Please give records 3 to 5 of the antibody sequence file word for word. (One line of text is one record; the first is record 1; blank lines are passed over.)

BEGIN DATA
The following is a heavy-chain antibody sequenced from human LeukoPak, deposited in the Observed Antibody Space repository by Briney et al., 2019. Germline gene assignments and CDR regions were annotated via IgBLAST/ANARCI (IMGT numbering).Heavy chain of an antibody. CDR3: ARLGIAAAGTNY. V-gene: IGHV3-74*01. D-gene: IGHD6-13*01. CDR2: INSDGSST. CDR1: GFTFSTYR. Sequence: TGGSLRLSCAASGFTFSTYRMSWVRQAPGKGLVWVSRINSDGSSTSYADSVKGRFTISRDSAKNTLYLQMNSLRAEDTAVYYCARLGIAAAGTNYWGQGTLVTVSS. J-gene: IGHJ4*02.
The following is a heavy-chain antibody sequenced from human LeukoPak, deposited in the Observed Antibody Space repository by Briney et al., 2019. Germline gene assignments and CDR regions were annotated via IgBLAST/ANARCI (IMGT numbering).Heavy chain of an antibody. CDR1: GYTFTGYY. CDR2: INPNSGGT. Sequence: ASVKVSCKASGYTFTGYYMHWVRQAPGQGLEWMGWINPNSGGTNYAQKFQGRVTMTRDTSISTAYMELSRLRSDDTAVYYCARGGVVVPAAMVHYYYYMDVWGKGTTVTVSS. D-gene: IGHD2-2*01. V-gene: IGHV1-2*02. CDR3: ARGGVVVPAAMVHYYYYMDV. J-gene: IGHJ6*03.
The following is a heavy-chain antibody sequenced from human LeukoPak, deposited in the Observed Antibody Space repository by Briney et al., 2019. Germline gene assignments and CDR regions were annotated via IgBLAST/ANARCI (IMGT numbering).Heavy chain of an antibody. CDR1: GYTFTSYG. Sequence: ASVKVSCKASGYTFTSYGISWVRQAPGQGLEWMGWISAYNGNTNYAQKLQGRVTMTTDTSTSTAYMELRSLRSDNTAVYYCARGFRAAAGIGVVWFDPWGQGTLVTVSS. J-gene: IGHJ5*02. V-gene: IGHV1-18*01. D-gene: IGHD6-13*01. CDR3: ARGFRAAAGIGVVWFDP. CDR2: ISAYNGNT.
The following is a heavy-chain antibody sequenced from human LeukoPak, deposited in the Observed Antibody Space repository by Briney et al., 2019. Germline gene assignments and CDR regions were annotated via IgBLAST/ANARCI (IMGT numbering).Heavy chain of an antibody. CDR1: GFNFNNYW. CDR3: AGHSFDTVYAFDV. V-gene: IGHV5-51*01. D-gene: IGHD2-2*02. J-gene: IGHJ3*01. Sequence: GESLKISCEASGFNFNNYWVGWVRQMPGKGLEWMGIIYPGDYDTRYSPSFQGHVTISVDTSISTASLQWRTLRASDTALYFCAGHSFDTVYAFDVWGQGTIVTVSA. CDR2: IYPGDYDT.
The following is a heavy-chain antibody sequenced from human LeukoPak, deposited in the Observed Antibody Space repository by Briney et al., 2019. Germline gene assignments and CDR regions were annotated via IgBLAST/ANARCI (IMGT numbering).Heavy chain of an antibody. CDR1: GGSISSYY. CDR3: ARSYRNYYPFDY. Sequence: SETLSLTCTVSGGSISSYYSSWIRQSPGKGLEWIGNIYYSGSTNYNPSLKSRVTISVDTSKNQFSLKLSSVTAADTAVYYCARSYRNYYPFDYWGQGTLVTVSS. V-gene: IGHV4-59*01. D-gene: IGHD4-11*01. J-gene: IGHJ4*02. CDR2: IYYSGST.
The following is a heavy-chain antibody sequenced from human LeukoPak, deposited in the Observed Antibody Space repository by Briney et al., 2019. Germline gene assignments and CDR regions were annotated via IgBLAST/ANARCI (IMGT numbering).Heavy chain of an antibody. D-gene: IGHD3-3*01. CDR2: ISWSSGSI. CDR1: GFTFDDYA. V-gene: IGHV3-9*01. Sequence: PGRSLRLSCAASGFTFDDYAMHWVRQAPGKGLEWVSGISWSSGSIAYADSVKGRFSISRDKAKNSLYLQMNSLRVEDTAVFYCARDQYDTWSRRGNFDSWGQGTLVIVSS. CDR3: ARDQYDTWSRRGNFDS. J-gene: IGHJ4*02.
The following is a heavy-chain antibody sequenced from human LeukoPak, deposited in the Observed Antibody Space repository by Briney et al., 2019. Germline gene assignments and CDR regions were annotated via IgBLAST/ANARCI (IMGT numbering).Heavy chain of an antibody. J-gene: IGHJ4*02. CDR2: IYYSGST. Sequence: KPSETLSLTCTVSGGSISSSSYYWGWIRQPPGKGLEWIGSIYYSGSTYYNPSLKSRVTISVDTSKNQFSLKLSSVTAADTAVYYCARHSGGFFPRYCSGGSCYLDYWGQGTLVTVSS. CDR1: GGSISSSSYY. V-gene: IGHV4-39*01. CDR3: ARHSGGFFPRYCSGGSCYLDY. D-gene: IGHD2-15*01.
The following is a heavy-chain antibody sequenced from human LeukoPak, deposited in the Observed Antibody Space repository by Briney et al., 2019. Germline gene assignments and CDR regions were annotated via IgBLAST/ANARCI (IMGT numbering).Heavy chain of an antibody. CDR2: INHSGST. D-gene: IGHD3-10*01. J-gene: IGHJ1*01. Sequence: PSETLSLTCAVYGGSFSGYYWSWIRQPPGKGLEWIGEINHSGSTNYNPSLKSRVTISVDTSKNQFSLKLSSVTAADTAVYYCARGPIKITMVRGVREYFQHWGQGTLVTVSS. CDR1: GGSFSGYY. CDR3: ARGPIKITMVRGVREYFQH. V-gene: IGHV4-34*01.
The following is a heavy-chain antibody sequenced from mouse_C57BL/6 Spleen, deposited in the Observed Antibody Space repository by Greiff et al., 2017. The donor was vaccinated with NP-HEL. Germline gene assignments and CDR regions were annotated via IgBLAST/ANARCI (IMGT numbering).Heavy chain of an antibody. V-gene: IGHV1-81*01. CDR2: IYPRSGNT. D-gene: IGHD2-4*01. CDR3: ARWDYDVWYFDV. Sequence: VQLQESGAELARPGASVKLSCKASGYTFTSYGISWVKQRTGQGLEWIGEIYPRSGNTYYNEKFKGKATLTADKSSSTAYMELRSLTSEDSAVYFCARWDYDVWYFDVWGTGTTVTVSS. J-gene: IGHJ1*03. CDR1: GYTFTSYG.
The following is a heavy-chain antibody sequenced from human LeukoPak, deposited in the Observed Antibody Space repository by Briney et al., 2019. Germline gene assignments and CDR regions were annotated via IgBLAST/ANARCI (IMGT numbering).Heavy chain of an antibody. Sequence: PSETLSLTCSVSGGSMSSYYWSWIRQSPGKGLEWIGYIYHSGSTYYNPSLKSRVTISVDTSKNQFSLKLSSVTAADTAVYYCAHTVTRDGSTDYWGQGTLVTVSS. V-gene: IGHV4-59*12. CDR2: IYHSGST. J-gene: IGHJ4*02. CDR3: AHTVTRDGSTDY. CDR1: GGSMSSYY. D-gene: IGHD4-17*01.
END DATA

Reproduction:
The following is a heavy-chain antibody sequenced from human LeukoPak, deposited in the Observed Antibody Space repository by Briney et al., 2019. Germline gene assignments and CDR regions were annotated via IgBLAST/ANARCI (IMGT numbering).Heavy chain of an antibody. CDR1: GYTFTSYG. Sequence: ASVKVSCKASGYTFTSYGISWVRQAPGQGLEWMGWISAYNGNTNYAQKLQGRVTMTTDTSTSTAYMELRSLRSDNTAVYYCARGFRAAAGIGVVWFDPWGQGTLVTVSS. J-gene: IGHJ5*02. V-gene: IGHV1-18*01. D-gene: IGHD6-13*01. CDR3: ARGFRAAAGIGVVWFDP. CDR2: ISAYNGNT.
The following is a heavy-chain antibody sequenced from human LeukoPak, deposited in the Observed Antibody Space repository by Briney et al., 2019. Germline gene assignments and CDR regions were annotated via IgBLAST/ANARCI (IMGT numbering).Heavy chain of an antibody. CDR1: GFNFNNYW. CDR3: AGHSFDTVYAFDV. V-gene: IGHV5-51*01. D-gene: IGHD2-2*02. J-gene: IGHJ3*01. Sequence: GESLKISCEASGFNFNNYWVGWVRQMPGKGLEWMGIIYPGDYDTRYSPSFQGHVTISVDTSISTASLQWRTLRASDTALYFCAGHSFDTVYAFDVWGQGTIVTVSA. CDR2: IYPGDYDT.
The following is a heavy-chain antibody sequenced from human LeukoPak, deposited in the Observed Antibody Space repository by Briney et al., 2019. Germline gene assignments and CDR regions were annotated via IgBLAST/ANARCI (IMGT numbering).Heavy chain of an antibody. CDR1: GGSISSYY. CDR3: ARSYRNYYPFDY. Sequence: SETLSLTCTVSGGSISSYYSSWIRQSPGKGLEWIGNIYYSGSTNYNPSLKSRVTISVDTSKNQFSLKLSSVTAADTAVYYCARSYRNYYPFDYWGQGTLVTVSS. V-gene: IGHV4-59*01. D-gene: IGHD4-11*01. J-gene: IGHJ4*02. CDR2: IYYSGST.